Forum for Science, Industry and Business

Sponsored by:     3M 
Search our Site:

 

Duke scientists build a living patch for damaged hearts

07.05.2013
Duke University biomedical engineers have grown three-dimensional human heart muscle that acts just like natural tissue. This advancement could be important in treating heart attack patients or in serving as a platform for testing new heart disease medicines.

The "heart patch" grown in the laboratory from human cells overcomes two major obstacles facing cell-based therapies – the patch conducts electricity at about the same speed as natural heart cells and it "squeezes" appropriately. Earlier attempts to create functional heart patches have largely been unable to overcome those obstacles.

The source cells used by the Duke researchers were human embryonic stem cells. These cells are pluripotent, which means that when given the right chemical and physical signals, they can be coaxed by scientists to become any kind of cell – in this case heart muscle cells, known as cardiomyocytes.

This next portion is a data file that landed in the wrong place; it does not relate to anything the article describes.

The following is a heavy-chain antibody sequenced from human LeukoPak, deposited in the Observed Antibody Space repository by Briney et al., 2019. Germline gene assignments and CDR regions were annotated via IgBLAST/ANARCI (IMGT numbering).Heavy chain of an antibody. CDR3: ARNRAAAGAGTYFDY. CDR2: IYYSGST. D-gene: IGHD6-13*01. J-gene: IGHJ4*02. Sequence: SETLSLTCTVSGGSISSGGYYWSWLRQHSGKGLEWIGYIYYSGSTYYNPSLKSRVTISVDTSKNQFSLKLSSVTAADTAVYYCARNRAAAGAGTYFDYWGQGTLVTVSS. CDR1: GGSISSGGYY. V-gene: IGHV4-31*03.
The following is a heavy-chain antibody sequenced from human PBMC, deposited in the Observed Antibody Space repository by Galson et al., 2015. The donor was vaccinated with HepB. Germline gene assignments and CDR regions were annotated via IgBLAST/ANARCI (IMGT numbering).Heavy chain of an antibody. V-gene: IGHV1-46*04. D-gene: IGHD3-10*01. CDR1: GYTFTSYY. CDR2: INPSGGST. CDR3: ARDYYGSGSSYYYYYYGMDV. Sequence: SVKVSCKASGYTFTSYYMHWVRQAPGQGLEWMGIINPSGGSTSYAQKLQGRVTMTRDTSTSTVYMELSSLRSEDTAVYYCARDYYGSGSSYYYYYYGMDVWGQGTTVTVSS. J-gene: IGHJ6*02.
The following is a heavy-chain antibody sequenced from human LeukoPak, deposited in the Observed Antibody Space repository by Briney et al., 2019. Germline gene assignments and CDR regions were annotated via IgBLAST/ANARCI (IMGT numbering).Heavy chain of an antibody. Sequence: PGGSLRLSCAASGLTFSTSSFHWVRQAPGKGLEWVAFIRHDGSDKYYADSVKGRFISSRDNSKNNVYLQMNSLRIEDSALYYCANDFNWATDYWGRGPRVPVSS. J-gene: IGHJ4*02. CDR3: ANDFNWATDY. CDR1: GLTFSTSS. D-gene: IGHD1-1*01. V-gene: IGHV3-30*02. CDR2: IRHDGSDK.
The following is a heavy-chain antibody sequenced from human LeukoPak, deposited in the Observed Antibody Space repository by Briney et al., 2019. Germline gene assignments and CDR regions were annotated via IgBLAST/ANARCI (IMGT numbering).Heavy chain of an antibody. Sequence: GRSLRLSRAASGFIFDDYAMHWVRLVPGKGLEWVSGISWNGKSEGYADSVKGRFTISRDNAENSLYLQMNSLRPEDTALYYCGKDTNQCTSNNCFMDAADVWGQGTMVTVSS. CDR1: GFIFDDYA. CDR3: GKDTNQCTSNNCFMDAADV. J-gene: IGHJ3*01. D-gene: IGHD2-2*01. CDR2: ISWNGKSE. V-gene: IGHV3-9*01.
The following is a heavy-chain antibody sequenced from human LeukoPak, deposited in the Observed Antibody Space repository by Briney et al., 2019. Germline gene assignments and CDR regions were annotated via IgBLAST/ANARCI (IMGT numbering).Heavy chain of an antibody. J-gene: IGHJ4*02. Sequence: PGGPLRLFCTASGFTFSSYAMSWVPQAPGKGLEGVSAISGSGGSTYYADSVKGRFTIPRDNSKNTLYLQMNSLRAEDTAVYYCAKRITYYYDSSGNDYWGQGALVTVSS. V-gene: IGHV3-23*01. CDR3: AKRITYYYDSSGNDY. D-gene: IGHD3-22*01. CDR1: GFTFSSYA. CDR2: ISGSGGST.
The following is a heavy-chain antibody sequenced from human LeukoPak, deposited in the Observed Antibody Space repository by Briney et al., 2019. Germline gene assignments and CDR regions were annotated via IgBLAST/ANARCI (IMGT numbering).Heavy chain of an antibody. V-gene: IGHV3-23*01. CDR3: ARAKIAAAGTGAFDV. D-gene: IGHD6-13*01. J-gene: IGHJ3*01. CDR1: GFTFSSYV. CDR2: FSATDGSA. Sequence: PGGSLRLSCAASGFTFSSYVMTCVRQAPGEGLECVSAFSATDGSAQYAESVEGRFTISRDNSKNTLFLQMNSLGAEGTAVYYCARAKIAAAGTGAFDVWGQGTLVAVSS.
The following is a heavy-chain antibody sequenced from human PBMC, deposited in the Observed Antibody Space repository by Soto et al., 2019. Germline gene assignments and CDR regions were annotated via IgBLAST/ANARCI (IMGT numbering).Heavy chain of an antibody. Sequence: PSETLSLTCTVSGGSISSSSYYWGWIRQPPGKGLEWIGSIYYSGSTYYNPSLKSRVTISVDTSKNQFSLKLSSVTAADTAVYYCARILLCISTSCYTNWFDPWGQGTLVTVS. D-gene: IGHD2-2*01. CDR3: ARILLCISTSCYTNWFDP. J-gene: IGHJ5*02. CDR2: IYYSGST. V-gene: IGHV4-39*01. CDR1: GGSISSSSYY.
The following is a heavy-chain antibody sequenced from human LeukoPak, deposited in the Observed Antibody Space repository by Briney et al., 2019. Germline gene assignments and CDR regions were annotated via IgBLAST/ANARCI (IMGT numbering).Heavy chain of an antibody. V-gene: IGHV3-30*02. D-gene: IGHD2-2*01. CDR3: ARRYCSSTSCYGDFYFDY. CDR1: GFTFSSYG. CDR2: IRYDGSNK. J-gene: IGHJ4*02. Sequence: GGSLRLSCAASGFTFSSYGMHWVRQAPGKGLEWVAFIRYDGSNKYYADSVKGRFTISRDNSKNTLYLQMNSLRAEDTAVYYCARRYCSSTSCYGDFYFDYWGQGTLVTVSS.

"The structural and functional properties of these 3-D tissue patches surpass all previous reports for engineered human heart muscle," said Nenad Bursac, associate professor of biomedical engineering at Duke's Pratt School of Engineering. "This is the closest man-made approximation of native human heart tissue to date."

The results of Bursac's research, which is supported by the National Heart Lung and Blood Institute, were published on-line in the journal Biomaterials.

Bursac said this approach does not involve genetic manipulation of cells.

"In past studies, human stem cell-derived cardiomyocytes were not able to both rapidly conduct electrical activity and strongly contract as well as normal cardiomyocytes," Bursac said. "Through optimization of a three-dimensional environment for cell growth, we were able to 'push' cardiomyocytes to reach unprecedented levels of electrical and mechanical maturation."

The rate of functional maturation is an important element for the patch to become practical. In a developing human embryo, it takes about nine months for a neonatal functioning heart to develop and an additional few years to reach adult levels of function; however, advancing the functional properties of these bioengineered patches took a little more than a month, Bursac said. As technology advances, he said, the time should shorten.

"Currently, it would take us about five to six weeks starting from pluripotent stem cells to grow a highly functional heart patch," Bursac said.